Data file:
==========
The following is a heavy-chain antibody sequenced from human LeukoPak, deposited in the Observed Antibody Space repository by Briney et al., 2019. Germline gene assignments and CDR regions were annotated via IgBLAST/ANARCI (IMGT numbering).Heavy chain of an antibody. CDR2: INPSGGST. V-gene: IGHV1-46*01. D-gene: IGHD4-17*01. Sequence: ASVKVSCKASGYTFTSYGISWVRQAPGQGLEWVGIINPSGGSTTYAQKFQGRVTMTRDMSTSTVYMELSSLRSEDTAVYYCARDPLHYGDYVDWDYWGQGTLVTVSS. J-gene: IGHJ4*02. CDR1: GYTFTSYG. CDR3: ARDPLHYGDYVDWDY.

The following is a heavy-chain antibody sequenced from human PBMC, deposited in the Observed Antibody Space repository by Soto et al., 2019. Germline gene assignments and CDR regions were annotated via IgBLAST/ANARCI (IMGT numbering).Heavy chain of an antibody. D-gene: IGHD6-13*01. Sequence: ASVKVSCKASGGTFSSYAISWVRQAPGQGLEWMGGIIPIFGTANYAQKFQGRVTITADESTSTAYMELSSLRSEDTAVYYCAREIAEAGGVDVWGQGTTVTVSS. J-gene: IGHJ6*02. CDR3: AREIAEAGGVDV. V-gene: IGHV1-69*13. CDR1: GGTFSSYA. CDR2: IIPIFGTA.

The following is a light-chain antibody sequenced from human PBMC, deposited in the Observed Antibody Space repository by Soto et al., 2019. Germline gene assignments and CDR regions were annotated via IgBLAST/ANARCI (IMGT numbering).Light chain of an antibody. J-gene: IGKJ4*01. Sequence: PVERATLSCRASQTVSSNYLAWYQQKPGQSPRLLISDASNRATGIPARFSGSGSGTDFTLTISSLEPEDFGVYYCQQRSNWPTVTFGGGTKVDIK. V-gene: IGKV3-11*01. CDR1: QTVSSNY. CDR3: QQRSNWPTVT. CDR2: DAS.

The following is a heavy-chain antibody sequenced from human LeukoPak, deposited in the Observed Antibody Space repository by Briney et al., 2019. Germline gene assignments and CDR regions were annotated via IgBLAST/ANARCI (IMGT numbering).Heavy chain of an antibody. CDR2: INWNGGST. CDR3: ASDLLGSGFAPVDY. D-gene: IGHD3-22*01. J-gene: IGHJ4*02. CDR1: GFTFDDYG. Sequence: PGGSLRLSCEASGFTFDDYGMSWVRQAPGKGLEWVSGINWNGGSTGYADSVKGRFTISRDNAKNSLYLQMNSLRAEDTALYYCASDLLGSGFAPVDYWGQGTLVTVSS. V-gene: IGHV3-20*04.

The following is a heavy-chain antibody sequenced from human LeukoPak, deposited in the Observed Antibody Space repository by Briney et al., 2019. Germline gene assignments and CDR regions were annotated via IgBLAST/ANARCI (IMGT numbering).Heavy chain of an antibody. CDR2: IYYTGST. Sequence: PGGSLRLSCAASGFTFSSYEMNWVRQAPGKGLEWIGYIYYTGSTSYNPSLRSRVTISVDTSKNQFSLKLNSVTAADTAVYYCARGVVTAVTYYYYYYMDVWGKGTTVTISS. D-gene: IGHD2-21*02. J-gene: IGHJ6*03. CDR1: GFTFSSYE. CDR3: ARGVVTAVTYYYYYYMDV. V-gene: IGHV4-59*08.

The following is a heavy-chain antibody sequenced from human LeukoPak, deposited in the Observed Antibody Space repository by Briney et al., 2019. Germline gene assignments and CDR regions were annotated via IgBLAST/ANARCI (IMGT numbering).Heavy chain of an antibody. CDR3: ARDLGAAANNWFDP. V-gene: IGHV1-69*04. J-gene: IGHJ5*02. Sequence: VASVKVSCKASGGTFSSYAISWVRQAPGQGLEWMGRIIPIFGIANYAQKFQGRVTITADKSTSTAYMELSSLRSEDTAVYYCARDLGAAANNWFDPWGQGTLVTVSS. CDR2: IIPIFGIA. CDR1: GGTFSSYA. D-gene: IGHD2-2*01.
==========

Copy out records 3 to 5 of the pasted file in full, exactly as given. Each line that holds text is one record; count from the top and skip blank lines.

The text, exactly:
The following is a light-chain antibody sequenced from human PBMC, deposited in the Observed Antibody Space repository by Soto et al., 2019. Germline gene assignments and CDR regions were annotated via IgBLAST/ANARCI (IMGT numbering).Light chain of an antibody. J-gene: IGKJ4*01. Sequence: PVERATLSCRASQTVSSNYLAWYQQKPGQSPRLLISDASNRATGIPARFSGSGSGTDFTLTISSLEPEDFGVYYCQQRSNWPTVTFGGGTKVDIK. V-gene: IGKV3-11*01. CDR1: QTVSSNY. CDR3: QQRSNWPTVT. CDR2: DAS.

The following is a heavy-chain antibody sequenced from human LeukoPak, deposited in the Observed Antibody Space repository by Briney et al., 2019. Germline gene assignments and CDR regions were annotated via IgBLAST/ANARCI (IMGT numbering).Heavy chain of an antibody. CDR2: INWNGGST. CDR3: ASDLLGSGFAPVDY. D-gene: IGHD3-22*01. J-gene: IGHJ4*02. CDR1: GFTFDDYG. Sequence: PGGSLRLSCEASGFTFDDYGMSWVRQAPGKGLEWVSGINWNGGSTGYADSVKGRFTISRDNAKNSLYLQMNSLRAEDTALYYCASDLLGSGFAPVDYWGQGTLVTVSS. V-gene: IGHV3-20*04.

The following is a heavy-chain antibody sequenced from human LeukoPak, deposited in the Observed Antibody Space repository by Briney et al., 2019. Germline gene assignments and CDR regions were annotated via IgBLAST/ANARCI (IMGT numbering).Heavy chain of an antibody. CDR2: IYYTGST. Sequence: PGGSLRLSCAASGFTFSSYEMNWVRQAPGKGLEWIGYIYYTGSTSYNPSLRSRVTISVDTSKNQFSLKLNSVTAADTAVYYCARGVVTAVTYYYYYYMDVWGKGTTVTISS. D-gene: IGHD2-21*02. J-gene: IGHJ6*03. CDR1: GFTFSSYE. CDR3: ARGVVTAVTYYYYYYMDV. V-gene: IGHV4-59*08.